I often pass by Knaresborough in North Yorkshire, but seldom go through or to it. To many people the REAL HORROR in Knaresborough is the traffic, only a small town but it can take ¾ of an hour to get from one side to the other ! However ready for Aprils Ghoul’s Day I’ll keep to Knaresborough’s most famous legend Mother Shipton.
I’ve read a lot on the internet and in books and rewrote it in to this.
|Mother Shiptons Cave. Pic from Google|
Knaresborough was first mentioned in the Doomsday Book of 1086/7 as "the Manor of Chenaresburg"
However, the site has an even older claim to fame as described mainly by Gareth Evans
: In a small cave, an unmarried 16-year-old died in childbirth. It was a common event in those days, but the baby girl she produced would grow to be both feared and revered in her own time and remembered over the centuries as England's greatest prophetess Old Mother Shipton, the English Nostradamus.
There are many versions of how Mother Shipton -- Ursula Southeil -- was born and spent her childhood. It is generally accepted that she was born one night in the summer of 1488, to the young Agatha Southeil who was just 16 years old.
According to some this birth was accompanied by "strange and terrible noises." The woman who acted as midwife is said to have reported a great crack of thunder and a pungent smell of brimstone at the moment Ursula appeared into the world.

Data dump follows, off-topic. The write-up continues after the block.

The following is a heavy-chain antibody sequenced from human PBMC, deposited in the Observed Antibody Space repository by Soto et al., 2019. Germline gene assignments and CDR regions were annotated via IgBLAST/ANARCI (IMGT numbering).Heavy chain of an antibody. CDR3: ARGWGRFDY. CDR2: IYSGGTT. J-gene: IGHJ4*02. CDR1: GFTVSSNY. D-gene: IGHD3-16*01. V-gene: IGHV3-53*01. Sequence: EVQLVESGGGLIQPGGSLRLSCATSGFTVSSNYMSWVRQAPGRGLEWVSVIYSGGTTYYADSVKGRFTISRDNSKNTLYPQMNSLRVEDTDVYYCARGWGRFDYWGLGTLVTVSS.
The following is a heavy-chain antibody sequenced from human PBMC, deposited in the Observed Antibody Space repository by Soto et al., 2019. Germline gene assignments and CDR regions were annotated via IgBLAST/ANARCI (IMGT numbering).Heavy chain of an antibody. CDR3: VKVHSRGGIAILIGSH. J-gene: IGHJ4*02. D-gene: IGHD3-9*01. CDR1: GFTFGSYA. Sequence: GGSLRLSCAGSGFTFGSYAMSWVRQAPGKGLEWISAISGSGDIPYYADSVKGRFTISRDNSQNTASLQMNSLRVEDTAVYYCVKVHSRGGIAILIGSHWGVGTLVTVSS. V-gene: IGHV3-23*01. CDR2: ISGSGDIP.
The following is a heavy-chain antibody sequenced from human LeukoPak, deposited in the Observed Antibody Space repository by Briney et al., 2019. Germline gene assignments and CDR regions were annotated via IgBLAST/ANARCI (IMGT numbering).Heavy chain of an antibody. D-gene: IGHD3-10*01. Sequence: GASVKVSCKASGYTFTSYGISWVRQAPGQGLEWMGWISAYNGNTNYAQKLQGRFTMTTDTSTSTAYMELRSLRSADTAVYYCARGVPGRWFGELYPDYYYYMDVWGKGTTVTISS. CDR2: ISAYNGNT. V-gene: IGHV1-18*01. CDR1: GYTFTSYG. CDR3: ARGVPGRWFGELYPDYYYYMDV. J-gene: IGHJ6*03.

In most versions of the story, Agatha dies in childbirth, her body being found the next day beside the new-born Ursula, whom was described as grotesquely deformed. Her head was too large, with "goggling" eyes that glowed like embers; her cheeks were sunken; her teeth what ? teeth ! protruded like the tusks of a boar; and her limbs were twisted and ill-formed.
A local woman took in this poor child, but
at times she might have had wondered why. Most of the earliest tales of Ursula herself tell of the strange events that are said to have plagued the cottage as the child grew up. Like the furniture rearranging itself, plates be flung about and food vanish before the eyes of mealtime guests.
A quick, bright girl, Ursula was forced to endure merciless cruel taunts from the local children over her appearance. Ursula married. a carpenter by the name of Toby Shipton in 1512
Ursula had already a reputation as a soothsayer. This reputation extended beyond her local area -- people travelled to Knaresborough from some distance around to see her. When this sadly deformed creature made such a good marital "catch", the inevitable tale developed that she had used a love-potion to bewitch her hapless suitor.
In addition to her redoubtable powers of prophecy, Ursula Southeil, now the respectably married "Mother" Shipton, was clearly also a witch. The real reason that Toby married her is probably, rather like her father's identity, far less exotic. Possibly Toby saw the truth in the old adage about the shallow veneer of physical beauty.
She seems to have been particularly successful in solving the sort of disputes that were as common then as now and not many appeals for help from wronged folk went unresolved. This seems to have started early in her married life and continued until she died. Thieves would often return stolen goods, apologising to the wronged owners for their sin.
It is easy to see how she might have used an insider's knowledge of her neighbours -- and perhaps a measure of coercion -- to bring about these results and maybe even predict the future within the confines of her own town. For a clever woman, as she undoubtedly was, the signs are always there to see. However, some of her prophesies can’t be explained so readily, although her way of making them in riddles, just like her close contemporary Nostradamus did, does rather leave some of them open to a degree of "interpretation". Nevertheless, her words are said to have foretold much of the future history of England, including